Apple kicked off last week with faster and more flexible iBooks and PowerBook G4s before announcing a $66 million profit for the last fiscal quarter of 2001. Also in this issue, Adam investigates a few security concerns in Mac OS X 10.1, Matt Neuburg looks at the rebirth of CE Software’s venerable QuicKeys under Mac OS X, Dan Kohn examines the future of digital content in a peer-to-peer world, and we note the release of BBEdit 6.5.
Apple Posts $66 Million Profit — Apple Computer beat analysts’ expectations by announcing a $66 million profit (18 cents per share) on $1.45 billion in revenue for its fourth fiscal quarter, despite the weakening U.S. and world economies and the aftermath of the 11-Sep-01 terrorist attacks. However, Apple cautioned that the current quarter – its first of 2002 – will be leaner, with CFO Fred Anderson estimating $1.4 billion in revenue and earnings of 10 cents per share, even though December-ending quarters are typically buoyed by holiday sales. Those estimates would beat Apple’s holiday performance last year, however, when Apple lost $247 million in the holiday quarter, not counting one-time investment income. For the 2001 fiscal year, Apple lost $25 million on revenues of $5.36 billion; in 2000, Apple earned $786 million on $7.98 billion in revenue.
Apple’s fundamentals remained relatively strong: the company shipped 850,000 Macs during the quarter (including 250,000 iBooks – iBook sales to education tripled) with gross margins at 30.1 percent, and the company has over $4.3 billion in cash. Approximately 41 percent of the quarter’s revenue came from international sales, and Apple is still on track to open its planned 25 retail stores in high-visibility shopping areas by the end of 2001. Anderson also added that while Apple is trying to keep its headcount roughly flat, it doesn’t anticipate substantial layoffs. [GD]
Grep Better with BBEdit 6.5 — Bare Bones Software has released a major new version of their invaluable flagship text editing program, BBEdit. Version 6.5 is now a unified "Fat Carbon" application, running natively on Mac OS X and back through Mac OS 8.6 (with CarbonLib). The internal regular-expression search engine, which was previously somewhat quirky and non-standard, has been replaced by a new search function based on the Perl-Compatible Regular Expression (PCRE) library, adding new features and standardizing its behavior with standard Perl and Unix expressions. BBEdit 6.5 also adds syntax coloring and contextual markup support for Cascading Style Sheets, a long-requested feature. (The Check HTML Syntax feature still differs significantly from the W3C validator over what constitutes legal HTML, though.) Integration with Mac OS X is particularly impressive; BBEdit can now be invoked from the Unix shell (for example, command output can be piped to it), and, the other way around, BBEdit can run shell scripts, as well as Perl and Python scripts. BBEdit 6.5 is $120, or $40 to upgrade from a previous version (free if you purchased 6.1 recently), and comes with complete documentation plus amusing release notes. A launch-limited demo is available from the Bare Bones Web site. [MAN]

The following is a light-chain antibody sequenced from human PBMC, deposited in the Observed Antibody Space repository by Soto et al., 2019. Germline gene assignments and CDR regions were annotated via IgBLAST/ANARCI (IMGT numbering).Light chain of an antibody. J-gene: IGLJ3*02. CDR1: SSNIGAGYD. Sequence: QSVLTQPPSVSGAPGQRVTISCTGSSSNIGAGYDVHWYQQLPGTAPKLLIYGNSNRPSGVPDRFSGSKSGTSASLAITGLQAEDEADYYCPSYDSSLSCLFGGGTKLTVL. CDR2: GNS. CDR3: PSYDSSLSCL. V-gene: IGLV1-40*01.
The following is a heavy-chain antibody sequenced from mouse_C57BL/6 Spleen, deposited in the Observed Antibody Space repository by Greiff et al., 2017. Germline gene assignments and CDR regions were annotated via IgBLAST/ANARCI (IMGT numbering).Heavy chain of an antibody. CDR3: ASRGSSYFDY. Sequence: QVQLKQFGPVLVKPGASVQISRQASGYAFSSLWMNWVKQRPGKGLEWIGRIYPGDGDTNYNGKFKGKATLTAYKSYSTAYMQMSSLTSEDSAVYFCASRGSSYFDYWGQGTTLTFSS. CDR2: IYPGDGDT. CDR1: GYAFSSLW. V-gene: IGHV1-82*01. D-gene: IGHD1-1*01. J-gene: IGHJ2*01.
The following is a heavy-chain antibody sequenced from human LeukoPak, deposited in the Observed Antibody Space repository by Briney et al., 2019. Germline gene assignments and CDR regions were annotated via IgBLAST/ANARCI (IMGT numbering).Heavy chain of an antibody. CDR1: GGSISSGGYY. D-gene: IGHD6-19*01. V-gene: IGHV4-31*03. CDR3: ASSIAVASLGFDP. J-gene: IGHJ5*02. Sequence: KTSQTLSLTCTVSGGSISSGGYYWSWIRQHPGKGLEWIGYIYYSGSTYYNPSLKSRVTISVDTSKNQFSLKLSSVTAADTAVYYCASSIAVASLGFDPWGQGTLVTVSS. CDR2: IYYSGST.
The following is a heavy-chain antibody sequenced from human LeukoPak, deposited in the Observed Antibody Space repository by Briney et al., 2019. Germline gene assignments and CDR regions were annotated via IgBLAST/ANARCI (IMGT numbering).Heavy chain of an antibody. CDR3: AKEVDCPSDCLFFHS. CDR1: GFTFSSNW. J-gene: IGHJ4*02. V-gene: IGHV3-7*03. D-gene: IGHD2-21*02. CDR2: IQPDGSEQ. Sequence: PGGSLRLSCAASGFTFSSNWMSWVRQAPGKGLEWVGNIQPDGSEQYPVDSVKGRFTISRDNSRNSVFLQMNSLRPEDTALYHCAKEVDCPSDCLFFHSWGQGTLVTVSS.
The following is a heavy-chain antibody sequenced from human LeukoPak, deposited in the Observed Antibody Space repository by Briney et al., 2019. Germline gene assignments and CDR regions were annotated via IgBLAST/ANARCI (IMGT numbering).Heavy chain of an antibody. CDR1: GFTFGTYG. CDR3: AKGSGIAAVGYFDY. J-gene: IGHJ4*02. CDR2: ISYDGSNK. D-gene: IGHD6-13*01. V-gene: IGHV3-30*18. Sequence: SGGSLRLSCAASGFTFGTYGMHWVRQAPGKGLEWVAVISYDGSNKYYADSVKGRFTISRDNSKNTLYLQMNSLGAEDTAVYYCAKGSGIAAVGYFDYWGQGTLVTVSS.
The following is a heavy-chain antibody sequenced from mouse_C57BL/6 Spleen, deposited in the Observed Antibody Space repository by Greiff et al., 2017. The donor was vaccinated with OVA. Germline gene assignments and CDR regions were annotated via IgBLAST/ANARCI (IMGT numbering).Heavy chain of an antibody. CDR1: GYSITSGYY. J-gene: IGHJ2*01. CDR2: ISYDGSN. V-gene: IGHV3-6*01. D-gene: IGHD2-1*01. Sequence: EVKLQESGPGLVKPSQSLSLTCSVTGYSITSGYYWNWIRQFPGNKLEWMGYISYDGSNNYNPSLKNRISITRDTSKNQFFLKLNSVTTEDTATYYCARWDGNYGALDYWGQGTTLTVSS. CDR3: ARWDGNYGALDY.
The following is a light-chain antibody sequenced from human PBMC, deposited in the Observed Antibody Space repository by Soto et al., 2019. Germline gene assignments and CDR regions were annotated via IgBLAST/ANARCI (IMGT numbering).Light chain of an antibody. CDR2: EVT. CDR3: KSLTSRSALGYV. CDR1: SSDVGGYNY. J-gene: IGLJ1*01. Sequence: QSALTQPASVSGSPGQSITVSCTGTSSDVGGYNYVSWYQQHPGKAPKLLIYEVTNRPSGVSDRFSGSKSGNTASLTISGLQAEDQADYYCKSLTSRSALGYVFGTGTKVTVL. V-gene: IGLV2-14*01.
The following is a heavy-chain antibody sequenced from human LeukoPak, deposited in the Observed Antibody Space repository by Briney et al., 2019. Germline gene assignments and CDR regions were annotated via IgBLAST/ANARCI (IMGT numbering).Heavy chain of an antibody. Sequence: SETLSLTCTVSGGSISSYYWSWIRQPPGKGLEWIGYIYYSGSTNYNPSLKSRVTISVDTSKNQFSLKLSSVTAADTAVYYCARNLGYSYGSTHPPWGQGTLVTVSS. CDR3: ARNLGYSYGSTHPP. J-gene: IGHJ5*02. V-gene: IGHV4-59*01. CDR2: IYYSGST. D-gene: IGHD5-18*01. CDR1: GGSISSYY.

The day before reporting its fourth quarter financial results last week, Apple introduced enhanced models of its hot-selling iBook (Dual USB) and PowerBook G4 Titanium laptops. (For additional details, see "The Incredible Shrinking iBook" in TidBITS-579, "PowerBook G4 Titanium Burns Bright" in TidBITS-563, and "iBook or TiBook?" in TidBITS-583.) The iBook’s improved specs include a choice of the original 500 MHz PowerPC G3 processor using a 66 MHz system bus or a new 600 MHz PowerPC G3 processor using a 100 MHz system bus. 128 MB RAM is now standard (but realistically still not enough, and Apple’s RAM prices are far more expensive than you can find elsewhere); the 10 GB hard disk is gone in favor of 15 GB, 20 GB, or 30 GB hard disks; and there’s a new square power adapter that promises increased ease-of-use. Base pricing remains in the same range, from $1,300 to $1,700, depending on optical drive configuration.